Simon Sinek calls it ‘Why?’. Current parlance is ‘purpose’. It’s become the fundamental principle of effective branding. So what is it, and why does it matter?
Time was when brands could make bold statements about themselves and that was what the dominant message became. For one thing, there were far fewer consumer brands, and for another, consumers had no way to publicly broadcast their own opinions (unless they wrote to Esther Rantzen). Lack of choice and lack of amplification allowed marketing departments and agencies a relatively free rein in their choice of messaging. We were a trusting bunch too, generally respecting authority and happy to toe the line.
There are 158 banks registered in the UK. We have 36 toothpaste brands, each with a multitude of sub-brands. Across Britain’s high streets you’ll find around 23,000 coffee shops. We are swamped with choices.
95% of young adults follow brands on social media, but 96% of people who discuss brands on these platforms don’t follow those brands’ profiles. Meanwhile, brands can be as creative as they like on social media, but it’s responsiveness to customer enquiries that matters most (people expect an answer within an hour) and promotions just behind. In other words, social media is a place for consumers to express an opinion and for brands to provide a service.
Added to this, there’s been an increase in consumer mistrust that’s growing exponentially – not helped by politics, where mistrust has become embedded and created a wave of general cynicism. 70% of consumers don’t trust advertising and 42% actively distrust brands, with the same percentage of US consumers stating that they trust brands less than they did 20 years ago.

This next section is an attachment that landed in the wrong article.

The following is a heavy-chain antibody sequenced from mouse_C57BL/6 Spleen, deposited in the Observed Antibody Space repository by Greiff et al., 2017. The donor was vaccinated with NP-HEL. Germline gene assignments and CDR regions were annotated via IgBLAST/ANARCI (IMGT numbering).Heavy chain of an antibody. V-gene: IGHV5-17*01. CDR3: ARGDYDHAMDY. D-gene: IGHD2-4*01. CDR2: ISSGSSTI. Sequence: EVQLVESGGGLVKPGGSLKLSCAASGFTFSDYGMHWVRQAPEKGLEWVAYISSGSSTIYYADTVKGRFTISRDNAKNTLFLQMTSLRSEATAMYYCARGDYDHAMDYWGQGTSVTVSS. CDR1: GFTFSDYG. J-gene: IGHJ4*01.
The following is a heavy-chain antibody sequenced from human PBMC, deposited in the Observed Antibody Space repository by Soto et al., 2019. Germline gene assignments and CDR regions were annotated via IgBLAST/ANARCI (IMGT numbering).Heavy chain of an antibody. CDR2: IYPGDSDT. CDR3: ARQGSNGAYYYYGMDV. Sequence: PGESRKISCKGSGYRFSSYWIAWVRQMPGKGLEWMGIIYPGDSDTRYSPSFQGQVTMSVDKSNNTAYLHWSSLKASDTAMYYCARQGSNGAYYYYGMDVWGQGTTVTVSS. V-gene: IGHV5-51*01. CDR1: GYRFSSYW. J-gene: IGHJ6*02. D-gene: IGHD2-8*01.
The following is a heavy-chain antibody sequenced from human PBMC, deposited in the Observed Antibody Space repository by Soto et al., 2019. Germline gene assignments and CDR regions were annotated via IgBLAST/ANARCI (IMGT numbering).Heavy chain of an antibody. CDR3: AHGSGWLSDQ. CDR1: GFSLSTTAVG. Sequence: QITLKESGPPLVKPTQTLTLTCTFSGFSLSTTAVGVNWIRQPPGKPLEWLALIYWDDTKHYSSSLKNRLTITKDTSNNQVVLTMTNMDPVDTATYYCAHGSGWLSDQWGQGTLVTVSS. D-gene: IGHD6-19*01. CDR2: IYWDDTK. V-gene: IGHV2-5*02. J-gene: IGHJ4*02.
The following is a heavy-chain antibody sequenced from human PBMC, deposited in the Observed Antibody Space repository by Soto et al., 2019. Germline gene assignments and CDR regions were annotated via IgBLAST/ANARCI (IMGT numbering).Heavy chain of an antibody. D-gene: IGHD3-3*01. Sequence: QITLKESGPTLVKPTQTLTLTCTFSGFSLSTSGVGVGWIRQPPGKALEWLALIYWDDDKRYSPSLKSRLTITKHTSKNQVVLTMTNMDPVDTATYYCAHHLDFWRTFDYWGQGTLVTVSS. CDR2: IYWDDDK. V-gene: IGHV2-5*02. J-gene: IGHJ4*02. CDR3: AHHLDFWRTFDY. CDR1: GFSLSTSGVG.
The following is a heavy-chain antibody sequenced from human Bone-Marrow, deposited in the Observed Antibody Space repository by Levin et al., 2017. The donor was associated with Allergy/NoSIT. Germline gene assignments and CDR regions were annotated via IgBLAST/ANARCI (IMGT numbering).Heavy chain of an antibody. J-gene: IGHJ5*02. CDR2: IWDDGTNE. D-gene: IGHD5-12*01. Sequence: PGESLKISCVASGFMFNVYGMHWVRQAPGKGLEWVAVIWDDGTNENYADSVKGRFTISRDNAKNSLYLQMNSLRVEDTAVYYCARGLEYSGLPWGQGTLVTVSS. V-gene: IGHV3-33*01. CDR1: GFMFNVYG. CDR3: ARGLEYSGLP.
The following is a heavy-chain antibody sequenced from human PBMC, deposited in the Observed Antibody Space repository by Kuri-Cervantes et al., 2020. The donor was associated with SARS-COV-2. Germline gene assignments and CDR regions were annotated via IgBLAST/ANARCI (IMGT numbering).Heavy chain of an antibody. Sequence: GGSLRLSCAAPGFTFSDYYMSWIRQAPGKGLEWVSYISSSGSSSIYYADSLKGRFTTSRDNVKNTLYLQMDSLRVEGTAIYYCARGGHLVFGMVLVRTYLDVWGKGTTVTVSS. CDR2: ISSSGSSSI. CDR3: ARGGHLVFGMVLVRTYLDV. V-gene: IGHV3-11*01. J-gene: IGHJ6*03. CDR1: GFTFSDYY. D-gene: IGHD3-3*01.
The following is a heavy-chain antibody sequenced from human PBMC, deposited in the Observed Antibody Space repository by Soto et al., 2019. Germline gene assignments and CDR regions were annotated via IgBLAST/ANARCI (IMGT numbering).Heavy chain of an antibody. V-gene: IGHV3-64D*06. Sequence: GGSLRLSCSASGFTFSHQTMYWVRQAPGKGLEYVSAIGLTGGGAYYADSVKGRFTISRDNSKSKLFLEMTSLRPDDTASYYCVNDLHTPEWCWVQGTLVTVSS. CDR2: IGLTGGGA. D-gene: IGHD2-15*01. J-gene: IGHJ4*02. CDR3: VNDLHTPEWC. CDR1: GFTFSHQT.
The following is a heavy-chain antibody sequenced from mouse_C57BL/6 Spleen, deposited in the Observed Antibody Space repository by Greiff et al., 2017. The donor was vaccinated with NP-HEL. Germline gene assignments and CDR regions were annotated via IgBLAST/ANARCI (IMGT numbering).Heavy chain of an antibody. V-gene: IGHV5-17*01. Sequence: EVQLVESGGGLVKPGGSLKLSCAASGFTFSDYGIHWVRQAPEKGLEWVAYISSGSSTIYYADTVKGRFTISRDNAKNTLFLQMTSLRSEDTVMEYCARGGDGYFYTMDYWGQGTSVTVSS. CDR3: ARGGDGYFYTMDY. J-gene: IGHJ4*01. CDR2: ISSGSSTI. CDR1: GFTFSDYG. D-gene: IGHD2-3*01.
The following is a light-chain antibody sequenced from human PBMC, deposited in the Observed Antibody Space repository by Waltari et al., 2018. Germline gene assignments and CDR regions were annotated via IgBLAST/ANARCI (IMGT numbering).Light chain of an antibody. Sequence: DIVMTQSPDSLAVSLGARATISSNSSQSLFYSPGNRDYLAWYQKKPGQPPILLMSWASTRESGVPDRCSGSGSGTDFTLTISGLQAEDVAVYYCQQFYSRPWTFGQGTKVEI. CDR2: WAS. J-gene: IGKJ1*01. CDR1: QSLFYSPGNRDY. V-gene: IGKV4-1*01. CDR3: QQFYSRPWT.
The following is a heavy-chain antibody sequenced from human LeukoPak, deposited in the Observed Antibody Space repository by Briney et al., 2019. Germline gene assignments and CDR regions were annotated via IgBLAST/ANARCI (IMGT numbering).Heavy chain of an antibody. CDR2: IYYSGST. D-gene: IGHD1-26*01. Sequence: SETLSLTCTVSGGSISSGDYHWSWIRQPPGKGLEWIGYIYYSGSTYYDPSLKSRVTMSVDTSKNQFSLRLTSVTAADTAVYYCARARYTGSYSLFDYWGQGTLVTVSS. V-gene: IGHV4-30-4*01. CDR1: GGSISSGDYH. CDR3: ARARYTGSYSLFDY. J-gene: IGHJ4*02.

And what do people do when they feel force-fed nonsense and have licence to rebel? They take the mickey. A recent National Lottery twitter campaign, where the cause felt good – the lottery’s support of British athletes – attracted a storm of comments ranging from the amusing to the downright unpleasant. (You don’t have to be Walkers Crisps to stir up people’s naughtiness.)
So we come to a place where there is a maelstrom of competition. Where trust has eroded. Where people have the power to comment, demand and subvert.
And that’s why the definition of purpose has become an absolute core requirement for brands. It reaches back to the very reason for a brand’s invention, and sometimes the process of defining it delivers some unpleasant home truths.
For a brand to have real purpose, the people who use it must actively need or want it. It has to meet their expectations. It cannot drop its standards, either in its core essence or in its social interactions, service delivery and community engagement. Purpose cannot be invented, or the product of a creative imagination: it must be grounded in truth, rigorously questioned and fundamental to every strand of brand behaviour.
To earn back trust, brands must be self-critical and consistently honest, expect everything of themselves and very little of their customers. That means that these days, a branding agency’s focus must be on supporting their clients to really get to grips with this – which means that any brand programme these days must focus as much on internal communications as external, on corporate processes as well as campaigns.
In my view it’s never been a more exciting time to run a business like Spring, where our expertise is understood at board level to be fundamental to the survival of brands. We love helping our clients to find their purpose, ensure it’s applied rigorously and flourish from its delivery.